Cal Newport begins by telling us for most of human history, messaging was synchronous by default i.e. in an office or a factory people who needed to be told something had to meet the message giver face to face. As a result, for much of the 20th century “the push to create what communication specialists call “asynchronous messaging” in the workplace. An interaction is said to be synchronous when all parties participate at the same time, while standing in the same room, perhaps, or by telephone. Asynchronous communication, by contrast, doesn’t require the receiver to be present when a message is sent. I can send a message to you whenever I want; you answer it at your leisure.”
Initially, offices used message slips to make messaging asynchronous. However, as message slips started piling up on people’s desks, the limitations of this messaging medium became apparent. In the midst of this chaos, arrived e-mail: “Then, in the nineteen-eighties, a far more convenient technology arrived, in the form of desktop computers connected through digital networks. As these networks spread, e-mail emerged as the killer app for bringing asynchronous communication to the office. To better understand this shift, I talked to Gloria Mark, a professor at the University of California, Irvine, who studies the impact that computer technology has had on the workplace. “I can show it to you,” she told me, when I asked about the spread of e-mail. She showed me a data table she had constructed, which summarized the results of office-time-use studies from 1965 to 2006. The studies can be divided into two groups: before e-mail and after. In the studies conducted before e-mail, workers spent around forty per cent of their time in “scheduled meetings,” and twenty per cent engaged in “desk work.” In those conducted after e-mail, the percentages are swapped.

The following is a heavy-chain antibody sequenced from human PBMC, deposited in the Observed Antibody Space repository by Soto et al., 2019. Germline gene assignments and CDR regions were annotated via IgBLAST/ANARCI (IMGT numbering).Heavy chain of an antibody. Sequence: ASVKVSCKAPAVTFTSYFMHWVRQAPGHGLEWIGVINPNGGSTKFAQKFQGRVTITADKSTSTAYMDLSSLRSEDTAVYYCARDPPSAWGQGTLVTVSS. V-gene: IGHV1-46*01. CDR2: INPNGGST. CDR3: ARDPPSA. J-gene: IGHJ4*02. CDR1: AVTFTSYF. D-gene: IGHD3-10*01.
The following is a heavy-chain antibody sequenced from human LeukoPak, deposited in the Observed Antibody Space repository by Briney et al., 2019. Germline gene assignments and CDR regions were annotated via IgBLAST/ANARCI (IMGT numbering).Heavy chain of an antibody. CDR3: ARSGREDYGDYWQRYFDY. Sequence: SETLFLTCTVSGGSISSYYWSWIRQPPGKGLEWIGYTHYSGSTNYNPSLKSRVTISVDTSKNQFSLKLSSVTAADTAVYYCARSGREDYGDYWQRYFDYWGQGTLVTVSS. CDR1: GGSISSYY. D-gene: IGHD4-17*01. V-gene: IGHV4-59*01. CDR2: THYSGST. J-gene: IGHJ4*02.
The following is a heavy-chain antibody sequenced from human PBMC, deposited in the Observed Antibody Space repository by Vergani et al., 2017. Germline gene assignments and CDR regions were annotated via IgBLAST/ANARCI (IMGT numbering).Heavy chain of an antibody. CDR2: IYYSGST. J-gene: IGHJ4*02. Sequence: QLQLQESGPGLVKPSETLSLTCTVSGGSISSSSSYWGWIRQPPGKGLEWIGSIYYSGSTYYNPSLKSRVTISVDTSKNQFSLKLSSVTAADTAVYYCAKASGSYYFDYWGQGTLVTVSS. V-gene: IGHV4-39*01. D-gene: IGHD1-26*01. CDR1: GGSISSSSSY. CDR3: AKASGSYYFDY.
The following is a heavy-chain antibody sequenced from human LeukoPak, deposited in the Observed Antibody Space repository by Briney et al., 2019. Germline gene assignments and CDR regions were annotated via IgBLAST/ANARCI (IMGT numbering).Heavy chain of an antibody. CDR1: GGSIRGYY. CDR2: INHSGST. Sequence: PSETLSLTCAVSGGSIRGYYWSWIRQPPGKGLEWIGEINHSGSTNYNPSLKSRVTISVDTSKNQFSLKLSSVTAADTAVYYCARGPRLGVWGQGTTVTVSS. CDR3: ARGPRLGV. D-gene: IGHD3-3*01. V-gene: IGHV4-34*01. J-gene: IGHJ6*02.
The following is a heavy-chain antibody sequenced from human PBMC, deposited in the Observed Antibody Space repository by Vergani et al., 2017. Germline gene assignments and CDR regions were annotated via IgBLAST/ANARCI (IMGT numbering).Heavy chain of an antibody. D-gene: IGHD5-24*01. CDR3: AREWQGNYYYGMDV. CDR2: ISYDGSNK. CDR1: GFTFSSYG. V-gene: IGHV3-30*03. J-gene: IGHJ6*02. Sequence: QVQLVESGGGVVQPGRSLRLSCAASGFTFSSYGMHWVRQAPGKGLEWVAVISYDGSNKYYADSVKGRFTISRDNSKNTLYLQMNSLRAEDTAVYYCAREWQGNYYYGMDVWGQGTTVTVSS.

With the arrival of practical asynchronous communication, people replaced a significant portion of the interaction that used to unfold in person with on-demand digital messaging, and they haven’t looked back. The Radicati Group, a technology-research firm, now estimates that more than a hundred and twenty-eight billion business e-mails will be sent and received daily in 2019, with the average business user dealing with a hundred and twenty-six messages a day. The domination of asynchronous communication over synchronous collaboration has been so complete that some developers of digital-collaboration tools mock the fact that we ever relied on anything so primitive as in-person meetings.”
However, life is not as simple as it looks. Newport now introduces a twist in the story: “As e-mail was taking over the modern office, researchers in the theory of distributed systems—the subfield in which, as a computer scientist, I specialize—were also studying the trade-offs between synchrony and asynchrony. As it happens, the conclusion they reached was exactly the opposite of the prevailing consensus. They became convinced that synchrony was superior and that spreading communication out over time hindered work rather than enabling it….